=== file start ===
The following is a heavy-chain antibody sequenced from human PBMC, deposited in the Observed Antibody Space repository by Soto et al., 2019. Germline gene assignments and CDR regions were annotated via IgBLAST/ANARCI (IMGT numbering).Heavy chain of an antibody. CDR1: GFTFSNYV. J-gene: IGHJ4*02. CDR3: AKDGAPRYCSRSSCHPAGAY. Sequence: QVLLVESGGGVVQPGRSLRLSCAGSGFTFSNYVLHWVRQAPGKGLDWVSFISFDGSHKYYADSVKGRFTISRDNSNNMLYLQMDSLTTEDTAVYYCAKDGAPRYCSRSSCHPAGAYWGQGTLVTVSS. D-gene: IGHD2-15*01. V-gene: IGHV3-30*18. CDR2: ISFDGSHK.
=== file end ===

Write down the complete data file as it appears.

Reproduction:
The following is a heavy-chain antibody sequenced from human PBMC, deposited in the Observed Antibody Space repository by Soto et al., 2019. Germline gene assignments and CDR regions were annotated via IgBLAST/ANARCI (IMGT numbering).Heavy chain of an antibody. CDR1: GFTFSNYV. J-gene: IGHJ4*02. CDR3: AKDGAPRYCSRSSCHPAGAY. Sequence: QVLLVESGGGVVQPGRSLRLSCAGSGFTFSNYVLHWVRQAPGKGLDWVSFISFDGSHKYYADSVKGRFTISRDNSNNMLYLQMDSLTTEDTAVYYCAKDGAPRYCSRSSCHPAGAYWGQGTLVTVSS. D-gene: IGHD2-15*01. V-gene: IGHV3-30*18. CDR2: ISFDGSHK.